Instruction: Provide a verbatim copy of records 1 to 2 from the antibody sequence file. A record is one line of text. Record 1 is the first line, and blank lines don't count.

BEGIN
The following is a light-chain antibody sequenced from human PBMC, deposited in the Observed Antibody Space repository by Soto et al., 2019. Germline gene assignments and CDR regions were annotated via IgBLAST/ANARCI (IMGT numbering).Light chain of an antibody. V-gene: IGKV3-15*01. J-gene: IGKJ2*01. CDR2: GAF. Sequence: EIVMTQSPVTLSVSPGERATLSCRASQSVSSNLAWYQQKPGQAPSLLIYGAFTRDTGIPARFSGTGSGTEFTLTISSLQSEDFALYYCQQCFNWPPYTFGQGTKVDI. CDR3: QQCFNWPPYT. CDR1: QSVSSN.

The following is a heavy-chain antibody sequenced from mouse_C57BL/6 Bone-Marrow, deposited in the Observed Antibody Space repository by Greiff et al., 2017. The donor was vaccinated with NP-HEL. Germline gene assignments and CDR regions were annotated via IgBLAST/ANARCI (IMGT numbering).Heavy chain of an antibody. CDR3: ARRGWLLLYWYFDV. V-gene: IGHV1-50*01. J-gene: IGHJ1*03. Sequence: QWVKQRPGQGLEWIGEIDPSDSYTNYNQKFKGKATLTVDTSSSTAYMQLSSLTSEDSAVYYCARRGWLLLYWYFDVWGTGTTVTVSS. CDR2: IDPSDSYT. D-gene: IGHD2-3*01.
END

The following is a light-chain antibody sequenced from human PBMC, deposited in the Observed Antibody Space repository by Soto et al., 2019. Germline gene assignments and CDR regions were annotated via IgBLAST/ANARCI (IMGT numbering).Light chain of an antibody. V-gene: IGKV3-15*01. J-gene: IGKJ2*01. CDR2: GAF. Sequence: EIVMTQSPVTLSVSPGERATLSCRASQSVSSNLAWYQQKPGQAPSLLIYGAFTRDTGIPARFSGTGSGTEFTLTISSLQSEDFALYYCQQCFNWPPYTFGQGTKVDI. CDR3: QQCFNWPPYT. CDR1: QSVSSN.

The following is a heavy-chain antibody sequenced from mouse_C57BL/6 Bone-Marrow, deposited in the Observed Antibody Space repository by Greiff et al., 2017. The donor was vaccinated with NP-HEL. Germline gene assignments and CDR regions were annotated via IgBLAST/ANARCI (IMGT numbering).Heavy chain of an antibody. CDR3: ARRGWLLLYWYFDV. V-gene: IGHV1-50*01. J-gene: IGHJ1*03. Sequence: QWVKQRPGQGLEWIGEIDPSDSYTNYNQKFKGKATLTVDTSSSTAYMQLSSLTSEDSAVYYCARRGWLLLYWYFDVWGTGTTVTVSS. CDR2: IDPSDSYT. D-gene: IGHD2-3*01.